Amyloid precursor protein (APR) is a key player in the development of Alzheimer's Disease (AD) Mutations in humans that alter APR processing or overexpress APP appear to be sufficient to cause AD and to generate the amyloid plaques that are a constent feature of AD neuropathology. Although most work on AD development focuses on the potential toxicity of Abeta proteolytic fragments of APP, numerous observations point to significant neuronal defects caused by other APP proteolytic processing products or overexpression of full length APP itself. A consistent and long-standing set of observations suggest that a highly relevant phenotype caused by excess APP, which may also be found in early and late AD, is poisoning of the axonal transport machinery. This machinery is required for long-range neurotrophic signaling and for the supply of proteins and organelles needed for the maintenance of functional synapses. These observations also provide a way to tie APP behavior to the other major neuropathology found in AD, namely the neurofibrillary tangles, composed of the microtubule binding protein tau, which has also been implicated in controlling the transport of APP and other vesicles and organelles. Because overexpression of mutant forms of human APP in the mouse is one of the major models of AD, and because overexpression of APP may be sufficient to cause some forms of AD, it is crucial to understand the consequences of APP overexpression in neurons, and in particular how excess APP poisons axonal transport. Key issues include resolving whether Abeta plays a role in axonal transport defects and whether the defects generated by APP overexpression and Abeta toxicity are distinct. A related issue that needs to be evaluated further emerges from our recent observation that transport defects may enhance APP processing, potentially causing an autocatalytic spiral of defects. To understand the consequences of APP overexpression in neurons, and in particular how excess APP poisons axonal transport and to resolve whether Abeta plays a role in causing axonal transport defects we propose: 1) To test the hypothesis that APP controls its own transport in """"""""cis"""""""". 2) To test the hypothesis that increased APP or its processing products poisons transport in trans and consequently affects synaptic function, and behavior. 3) To test the hypothesis that reduced transport enhances APP processing in neurons.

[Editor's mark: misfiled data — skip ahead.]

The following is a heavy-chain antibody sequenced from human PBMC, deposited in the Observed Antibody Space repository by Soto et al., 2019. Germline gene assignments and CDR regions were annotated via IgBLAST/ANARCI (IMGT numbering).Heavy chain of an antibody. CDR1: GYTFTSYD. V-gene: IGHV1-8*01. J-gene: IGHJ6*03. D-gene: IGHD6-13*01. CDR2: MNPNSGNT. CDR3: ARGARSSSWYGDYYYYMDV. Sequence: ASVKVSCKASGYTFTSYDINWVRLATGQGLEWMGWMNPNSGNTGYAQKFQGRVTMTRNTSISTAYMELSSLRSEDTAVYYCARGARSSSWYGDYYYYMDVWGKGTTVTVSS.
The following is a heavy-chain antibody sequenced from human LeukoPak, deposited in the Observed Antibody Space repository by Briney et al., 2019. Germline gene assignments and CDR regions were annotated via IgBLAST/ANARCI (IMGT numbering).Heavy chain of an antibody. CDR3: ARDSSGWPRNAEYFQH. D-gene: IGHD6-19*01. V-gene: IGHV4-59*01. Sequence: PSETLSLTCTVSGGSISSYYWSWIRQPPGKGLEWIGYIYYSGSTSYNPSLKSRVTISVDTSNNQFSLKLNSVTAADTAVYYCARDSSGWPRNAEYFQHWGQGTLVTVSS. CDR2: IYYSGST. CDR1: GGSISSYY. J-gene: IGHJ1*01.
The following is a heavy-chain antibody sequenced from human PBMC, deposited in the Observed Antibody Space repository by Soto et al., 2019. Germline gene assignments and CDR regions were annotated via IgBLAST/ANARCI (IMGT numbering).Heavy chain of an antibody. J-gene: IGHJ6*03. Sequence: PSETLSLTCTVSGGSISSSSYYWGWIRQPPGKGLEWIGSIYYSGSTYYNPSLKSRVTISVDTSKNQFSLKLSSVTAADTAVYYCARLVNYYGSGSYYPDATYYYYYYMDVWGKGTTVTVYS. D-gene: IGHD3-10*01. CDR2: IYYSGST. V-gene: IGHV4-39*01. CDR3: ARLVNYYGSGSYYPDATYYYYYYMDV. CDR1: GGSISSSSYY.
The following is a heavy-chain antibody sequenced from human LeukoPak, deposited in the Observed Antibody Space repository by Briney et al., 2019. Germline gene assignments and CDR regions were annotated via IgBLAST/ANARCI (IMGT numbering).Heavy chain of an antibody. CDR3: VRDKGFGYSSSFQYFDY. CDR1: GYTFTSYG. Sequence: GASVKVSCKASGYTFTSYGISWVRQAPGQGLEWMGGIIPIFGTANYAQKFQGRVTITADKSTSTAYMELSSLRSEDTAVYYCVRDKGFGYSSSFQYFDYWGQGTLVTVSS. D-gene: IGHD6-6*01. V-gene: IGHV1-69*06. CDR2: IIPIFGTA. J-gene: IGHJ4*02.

Agency
National Institute of Health (NIH)
Institute
National Institute on Aging (NIA)
Type
Research Project (R01)
Project #
5R01AG032180-05
Application #
8132465
Study Section
Special Emphasis Panel (ZAG1-ZIJ-3 (J1))
Program Officer
Refolo, Lorenzo
Project Start
2007-09-15
Project End
2012-08-31
Budget Start
2011-09-01
Budget End
2012-08-31
Support Year
5
Fiscal Year
2011
Total Cost
$332,435
Indirect Cost
Name
University of California San Diego
Department
Other Basic Sciences
Type
Schools of Medicine
DUNS #
804355790
City
La Jolla
State
CA
Country
United States
Zip Code
92093
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Almenar-Queralt, Angels; Kim, Sonia N; Benner, Christopher et al. (2013) Presenilins regulate neurotrypsin gene expression and neurotrypsin-dependent agrin cleavage via cyclic AMP response element-binding protein (CREB) modulation. J Biol Chem 288:35222-36
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Reis, Gerald F; Yang, Ge; Szpankowski, Lukasz et al. (2012) Molecular motor function in axonal transport in vivo probed by genetic and computational analysis in Drosophila. Mol Biol Cell 23:1700-14
Rodrigues, Elizabeth M; Weissmiller, April M; Goldstein, Lawrence S B (2012) Enhanced ýý-secretase processing alters APP axonal transport and leads to axonal defects. Hum Mol Genet 21:4587-601
Szpankowski, Lukasz; Encalada, Sandra E; Goldstein, Lawrence S B (2012) Subpixel colocalization reveals amyloid precursor protein-dependent kinesin-1 and dynein association with axonal vesicles. Proc Natl Acad Sci U S A 109:8582-7

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